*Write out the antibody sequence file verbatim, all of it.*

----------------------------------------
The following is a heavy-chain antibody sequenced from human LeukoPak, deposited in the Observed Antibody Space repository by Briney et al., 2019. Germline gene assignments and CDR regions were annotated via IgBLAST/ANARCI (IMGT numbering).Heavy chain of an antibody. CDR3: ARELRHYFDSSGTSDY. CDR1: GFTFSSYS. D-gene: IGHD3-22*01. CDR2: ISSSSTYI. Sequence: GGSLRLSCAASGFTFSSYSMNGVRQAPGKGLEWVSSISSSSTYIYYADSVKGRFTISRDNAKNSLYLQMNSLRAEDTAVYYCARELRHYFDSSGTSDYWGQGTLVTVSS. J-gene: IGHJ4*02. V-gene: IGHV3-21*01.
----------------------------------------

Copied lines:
The following is a heavy-chain antibody sequenced from human LeukoPak, deposited in the Observed Antibody Space repository by Briney et al., 2019. Germline gene assignments and CDR regions were annotated via IgBLAST/ANARCI (IMGT numbering).Heavy chain of an antibody. CDR3: ARELRHYFDSSGTSDY. CDR1: GFTFSSYS. D-gene: IGHD3-22*01. CDR2: ISSSSTYI. Sequence: GGSLRLSCAASGFTFSSYSMNGVRQAPGKGLEWVSSISSSSTYIYYADSVKGRFTISRDNAKNSLYLQMNSLRAEDTAVYYCARELRHYFDSSGTSDYWGQGTLVTVSS. J-gene: IGHJ4*02. V-gene: IGHV3-21*01.